As reported by Book Riot, the Kansas state senate passed a bill last week allowing teachers to be prosecuted for distributing materials deemed harmful to minors. Supporters say that Senate Bill 56, which passed 26-14, will be used to protect kids from pornography at school and will not be used to interfere with teaching works of literary or scientific value. But not only was the bill originally drafted in response to a sex-ed poster that was posted in a middle school classroom, days before the bill passed a Republican senator accused a book by Toni Morrison of being pornographic—and thereby criminal under this new legislation. This is a nightmare come true for many Kansas educators and advocates of intellectual freedom. Teachers and school librarians who make available books and materials about sex education, sexual harassment, same-sex relationships, and just being a normal adolescent human, may now be subject to criminal prosecution. Meanwhile, any book that deals with controversial themes could be challenged, even banned, on the grounds that it contains pornographic or harmful material. In short, censorship is alive and well in the American midwest.

4. B.C. First Nations declare victory in case against reopening Van Island fishery

As reported by the Vancouver Sun, B.C. First Nations won a major victory Friday when a Federal Court judge granted an injunction blocking the opening this year of a herring fishery on the west coast of Vancouver Island. The decision came after an internal memo revealed Fisheries Minister Gail Shea overruled recommendations of scientists in her own department, which advised that the longstanding closure of herring fisheries be upheld in 2015. The commercial roe herring fisheries on the west coast of Vancouver Island have been closed over conservation concerns since 2006. Before that, the fishery was also closed between 1968 and 1971 after a complete collapse of the herring population due to over-harvesting. Given this history, complete with lessons learned the hard way, the minister’s decision to open the fisheries anyway came as a nasty surprise to many. Legal action was launched by five Nuu-chah-nulth nations in early February, culminating in last week’s injunction to block the irresponsible re-opening of the fisheries. Don Hall, an indigenous program manager for the Nuu-chah-nulth Tribal Council Fisheries, provided some important context for the case: “It is important to make clear Nuu-chah-nulth do not oppose commercial fisheries,” he explained, “but do not want to see them unless there is sufficient herring to support them.”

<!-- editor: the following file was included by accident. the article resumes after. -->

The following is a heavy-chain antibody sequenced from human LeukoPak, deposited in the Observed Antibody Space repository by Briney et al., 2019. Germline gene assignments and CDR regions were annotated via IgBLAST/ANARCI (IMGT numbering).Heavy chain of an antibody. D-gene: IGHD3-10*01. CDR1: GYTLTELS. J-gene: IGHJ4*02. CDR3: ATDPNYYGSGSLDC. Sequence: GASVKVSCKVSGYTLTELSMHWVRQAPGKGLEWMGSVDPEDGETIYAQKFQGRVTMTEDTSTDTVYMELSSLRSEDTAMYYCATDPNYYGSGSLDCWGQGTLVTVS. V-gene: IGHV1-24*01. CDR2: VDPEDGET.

5. Final hearings for proposed uranium mines in Nunavut face deserved criticism

As reported by Warrior Publications, French nuclear giant Areva is proposing to build one underground and four open-pit mines just west of Baker Lake in central Nunavut, on the edge of the calving grounds of one of the North’s great caribou herds and near the largest and most remote wildlife sanctuary on the continent. The $2.1 billion project would provide at least 400 jobs, many reserved for local Inuit, but the costs and risks include emptying part of a lake, building a road through the habitat of a declining caribou herd, stretching an industrial bridge across a Canadian heritage river, and polluting the airspace with planes loaded down with the mine’s radioactive materials. Moreover, the road and mill that Areva is proposing in their plans would make it easier for other mines to open in the area, and the uranium deposits are on calving grounds for caribou that indigenous communities in three provinces and two territories all depend on for their survival and livelihoods. Critics are also concerned about the company’s acknowledgment that uranium prices are currently so low that it could be up to two decades before construction of the mine actually begins. “They cannot approve this and wait 20 years,” said local resident Hilu Tagoona. “That’s not reasonable whatsoever. Everything will have changed.” The Kivalliq Wildlife Board, which manages wildlife in the region under the Nunavut Land Claim, says it’s “firmly opposed” to the mines until protections for the calving ground are in place and Areva commits to a start date.

7. Guatemalan rappers use modern music to hype indigenous culture with youth

As reported by Warrior Publications, a group of Guatemalan musicians is on a mission to breathe life into pre-Columbian language and heritage through the thoroughly modern genre of hip-hop. Calling themselves Balam Ajpu, which means Jaguar Warrior or Warrior of Light, they rap in the ancient Mayan Tz’utujil language with the goal of making it seem cool to kids and teaching them their ancestors’ ways and stories. Their debut album, “Tribute to the 20 Nawuales” (or “20 spirits”), has a planned release date of March 20th to coincide with the spring equinox. Three years in the making and completed in mid-February, the album’s songs pay tribute to each of Guatemala’s 22 provinces plus Mexico’s Chiapas and Yucatan, encompassing the region where the Mayan civilization hit its apex around 250 to 950 A.D. The musicians rap in the Mayan language and in Spanish, blending a hip-hop beat with marimba and natural sounds like bird songs and running water. As rapper Rene Dionisio explains, “Since the time of the (Spanish) invasion, the (Mayan) worldview was persecuted, even almost snuffed out, but now it’s returning to life, relying on music and sustaining itself in art. Our commitment as artists is to rescue the ancient art.”

Midway Music: Body Like A Queen by Kinnie Starr

Feature: Interview with Pam Palmater on #MMIW and Girls by Greg Macdougall for EquitableEducation.ca
https://www.youtube.com/watch?v=_dULLnpG9Hg#t=

Closing Song: Batz by Balam Ajpu